One of the pulls of Nuremburg for me was always a mixture of the stadium and their history. That is very much why Kaiserslautern makes my list of German Football Stadiums to visit.
The unique build of the Fritz-Walter Stadium has been intriguing me for some time and it’s amazing that I have yet to squeeze a visit into any trip. The structure reminds me of the San Siro as the columns and roof take centre stage. Used in the 2006 World Cup it can hold 49,850 spectators.
Kaiserslautern have a rich history however a sorry tale see’s them languish in the third tier. Founder members of The Bundesliga, 1.FCK have been German Champions 4 times and as recent as the 1997/1998 season, temporarily pushing Bayern Munich into second place who were already commencing their modern day domination. Kaiserslautern also won the DFB-Pokal in 1989/90 and 1995/96.
The history doesn’t stop there. The stadium has a rich name too. Fritz Walter was the star of Germany in the 1954 World Cup dubbed “The Miracle of Bern” (if you haven’t read the book “TOR – The Story of German Football”, add it to your list as this story is covered fantastically in here).
If you are interested in the recent history of Kaiserslautern and to understand why the club has fallen so far then have a read of this article.
2. FC Union Berlin (Stadion An der Alten Forsterei)
The 2019/20 season marked the debut of Union Berlin playing in The Bundesliga having beaten Stuttgart in the play-off. If that wasn’t a highlight enough of it’s own, they then proceeded to win their first local derby against Hertha Berlin 1-0 creating amazing scenes at the Stadion An der Alten Forsterei.
This was no normal derby. This was the first time the Bundesliga had seen a fixture between East Berlin and West Berlin. It doesn’t come more dramatic than a 90th minute penalty kick winner and it was those scenes from that one match which added Union Berlin to my German Football Stadiums list.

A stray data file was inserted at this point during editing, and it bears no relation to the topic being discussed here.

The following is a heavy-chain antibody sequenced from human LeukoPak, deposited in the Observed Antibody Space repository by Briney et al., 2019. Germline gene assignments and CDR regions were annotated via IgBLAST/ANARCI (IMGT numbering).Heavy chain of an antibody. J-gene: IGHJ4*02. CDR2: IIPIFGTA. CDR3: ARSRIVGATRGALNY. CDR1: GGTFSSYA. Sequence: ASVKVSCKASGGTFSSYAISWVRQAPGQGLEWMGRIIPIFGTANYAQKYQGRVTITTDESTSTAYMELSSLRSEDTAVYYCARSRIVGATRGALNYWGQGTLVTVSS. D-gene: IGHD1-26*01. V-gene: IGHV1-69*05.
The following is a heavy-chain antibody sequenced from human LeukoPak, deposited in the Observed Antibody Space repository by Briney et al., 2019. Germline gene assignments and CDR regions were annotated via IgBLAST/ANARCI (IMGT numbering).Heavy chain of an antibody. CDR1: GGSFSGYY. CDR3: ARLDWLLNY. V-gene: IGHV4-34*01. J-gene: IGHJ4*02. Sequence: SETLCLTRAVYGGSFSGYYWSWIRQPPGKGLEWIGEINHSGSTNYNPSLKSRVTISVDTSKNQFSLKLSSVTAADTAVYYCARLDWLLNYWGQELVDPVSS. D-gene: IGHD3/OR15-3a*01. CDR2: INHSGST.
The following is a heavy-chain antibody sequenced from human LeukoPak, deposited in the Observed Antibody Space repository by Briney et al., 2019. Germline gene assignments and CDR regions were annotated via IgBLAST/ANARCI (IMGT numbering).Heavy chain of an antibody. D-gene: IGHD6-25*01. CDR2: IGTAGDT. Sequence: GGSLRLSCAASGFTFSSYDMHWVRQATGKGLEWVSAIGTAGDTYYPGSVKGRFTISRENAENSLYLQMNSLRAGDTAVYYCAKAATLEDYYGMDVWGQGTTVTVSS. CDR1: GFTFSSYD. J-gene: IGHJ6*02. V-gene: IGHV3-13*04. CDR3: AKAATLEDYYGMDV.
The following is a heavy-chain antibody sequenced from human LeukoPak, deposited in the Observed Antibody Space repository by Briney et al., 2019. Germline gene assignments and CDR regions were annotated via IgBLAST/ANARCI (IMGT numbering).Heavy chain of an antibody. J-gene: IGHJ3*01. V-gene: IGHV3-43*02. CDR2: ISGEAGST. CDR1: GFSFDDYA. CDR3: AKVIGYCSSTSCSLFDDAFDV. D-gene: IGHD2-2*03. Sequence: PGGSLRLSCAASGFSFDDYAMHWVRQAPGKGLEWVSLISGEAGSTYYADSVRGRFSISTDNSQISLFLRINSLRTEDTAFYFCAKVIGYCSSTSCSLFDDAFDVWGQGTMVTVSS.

The attraction has only grown throughout the season. Many people have been fortunate to visit the Stadion An der Alten Forsterei which in English is translated as Stadium at the old Forester’s House.
The stadium has a smaller capacity than others in our list, just 22,012, however the story of this stadium is worthy of a visit on it’s own. Built originally in 1920, the stadium was in a poor condition and it was the Union fans, 2300 of them, who volunteered over 140,000 hours of their time to refurbish it as the club could not afford to.
The final draw to this ground is the standing capacity. More than 18,000 are standing spaces helping create a vibrant and loud atmosphere, rather than just one section of the ground. I am sure that many ground-hoppers have a visit to this unique stadium high on their list too.
1. Olympiastadion Munich (Türkgücü München)
The promotion of Türkgücü München into the third tier of German Football has led to the opening of a new opportunity for many ground-hoppers.
The Munich Olympic Stadium, which will host up to 8 matches for the newly promoted team, hasn’t seen professional football there since Bayern Munich left for the Allianz Arena back in 2005. The stadium, which has a unique and iconic tent-style roof, holds almost 70,000 fans and will be a completely different experience to your standard football ground.
Having visited the Berlin Olympiastadion earlier in the year, I now want to add this to the list.
So that brings to a conclusion our 5 German Football Stadiums which we intend to visit sooner rather than later. Please do feel free to share our tweets and blogs as this helps us a lot.